Publisher: VU Games
Players: 1+ Player Game |
Genre: First Person Shooter
Release Date: 10/17/05
Coming this October, F.E.A.R. will be unleashed all across America. Most likely you’ve heard of this award-winning game already, taking home best action game of E3 just this past May. That’s not an easy task, but Monolith and Sierra have worked hard to ensure that this game is every bit deserving of such hype. With an action/horror plot full of heavy firepower, disturbing imagery, and thrilling scares, F.E.A.R. promises to deliver the fps genre to consumers (of mature age) in a unique and very immersive experience.
So what is F.E.A.R. about exactly? To put it succinctly, the game is about investigating and containing paranormal activity in an overtaken aerospace compound. This compound was housing some sort of secret operation and contained an army of clone soldiers, when unpredicted and strange behavior started occurring. The original task force sent in to investigate was immediately destroyed, and many of the horrific deaths were captured on video. These images were the first sign that a paranormal force was at play. That is when your emergency team is assembled to immediately contain the force so it does not spread out of control, or worse.
It seems the clones are under the command of military general Paxton Fettle, who has become mentally unstable to say the least, as chaos has erupted in the compound. Fettle appears to have some supernatural powers, which may be linked to the game’s infamous little girl. This mysterious, long-haired, spooky little girl seems to be directly linked to all the paranormal activity and horrific imagery in the game. She is definitely a main character (just look at the advertisements) but what exactly she represents we won’t know until the game is released. And as if the connection between these two hasn’t gotten you confused enough, your character seems to complete some weird triad between these two. F.E.A.R. promises to unfold in a way that allows you to question the identity of yourself and the other main characters for a thrilling and unforgettable story.
What is better than a thrilling and unforgettable story? Playing through it of course! The gameplay has already started to prove itself in the downloadable one-player demo. As a first-person shooter, F.E.A.R. actually brings a lot of new content to the table. The enemy A.I. is a huge focus for the development team, and they have incorporated unparalleled squad tactics into the game. The enemies will use objects and paths for cover and flanking strategies to pin you down. They adapt to your playing environment and will even target nearby “hazards” to damage you, like fire extinguishers or explosive objects. Different types of enemies besides the clone soldiers have been kept mostly under wraps, yet we do know there are clone soldiers with different abilities and attack methods as well.
The arsenal of weapons at your disposal throughout the game leaves little to be desired. Everything is present and accounted for, from the pistols to the automatics to the grenade launcher. F.E.A.R. has some of the most impressive weapon designs and functionality I’ve seen in a fps in a long time. Some of my favorites are the particle gun, the dual pistols, and the remote grenades. I highly suggest the weapon demo at the game’s official website where you can select a weapon and watch a short clip of it in action. (http://whatisfear.com/us) Your character may hold three weapons at any given time, but has a few melee attacks to help fight off enemies, including an axe kick and leg sweep. Besides the firepower, each weapon will also include a melee attack with the butt of the gun. Jumping, ducking, and corner-peaking are available game play elements to help you navigate the environment. Another important piece of game play is the time manipulation. By entering slow motion, you are given a temporary advantage over your enemies. It doesn’t last long, so you must choose carefully when you need it most. Not only is this a great feature for strategy, it is a visual treat as well. The last element of game play to discuss is the boosters. Not much is known about the boosters, but they are known to be upgrades for your different stats. One in particular raises your maximum health, and I’m sure another will boost maximum time in slow motion. These are just a couple examples. Monolith hasn’t revealed much about these booster items.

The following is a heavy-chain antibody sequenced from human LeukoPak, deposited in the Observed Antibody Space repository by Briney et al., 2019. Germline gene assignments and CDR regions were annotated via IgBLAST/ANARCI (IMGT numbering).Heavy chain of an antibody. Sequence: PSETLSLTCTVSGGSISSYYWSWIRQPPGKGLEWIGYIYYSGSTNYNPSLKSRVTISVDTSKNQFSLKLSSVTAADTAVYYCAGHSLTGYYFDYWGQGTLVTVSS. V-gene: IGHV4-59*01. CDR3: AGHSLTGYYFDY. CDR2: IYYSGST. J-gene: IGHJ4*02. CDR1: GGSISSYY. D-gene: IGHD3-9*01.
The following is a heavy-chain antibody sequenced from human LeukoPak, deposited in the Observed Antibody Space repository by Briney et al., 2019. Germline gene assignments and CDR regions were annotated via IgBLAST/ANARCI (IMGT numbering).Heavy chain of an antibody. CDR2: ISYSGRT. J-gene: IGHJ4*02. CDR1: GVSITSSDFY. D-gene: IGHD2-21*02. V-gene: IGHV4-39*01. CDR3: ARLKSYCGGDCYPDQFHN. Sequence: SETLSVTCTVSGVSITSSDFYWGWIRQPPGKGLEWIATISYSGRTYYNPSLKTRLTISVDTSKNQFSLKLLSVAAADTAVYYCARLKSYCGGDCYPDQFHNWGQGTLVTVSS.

F.E.A.R. may seem to be all about the single player experience since it has such an involved story, but Monolith has been working on the multiplayer aspect for quite some time. Up to 16 players, the multiplayer will feature deathmatch game types as well as capture the flag according to the official site. Admittedly, they wanted the first installment in the F.E.A.R. franchise to be distinct. The development team didn’t want to overdo the game’s multiplayer features and add in a string of gametypes no one would end up wanting to play. A wise decision, the multiplayer will incorporate all the fighting elements of single player including time manipulation.
Having gone gold September 15, the official release date is October 18 2005 for F.E.A.R. By pre-ordering your copy with EB, you can save 5 dollars off the price of the game. If you’re a fan of American action films, Japanese horror films, or first-person shooters, don’t kid yourself: you need this game.
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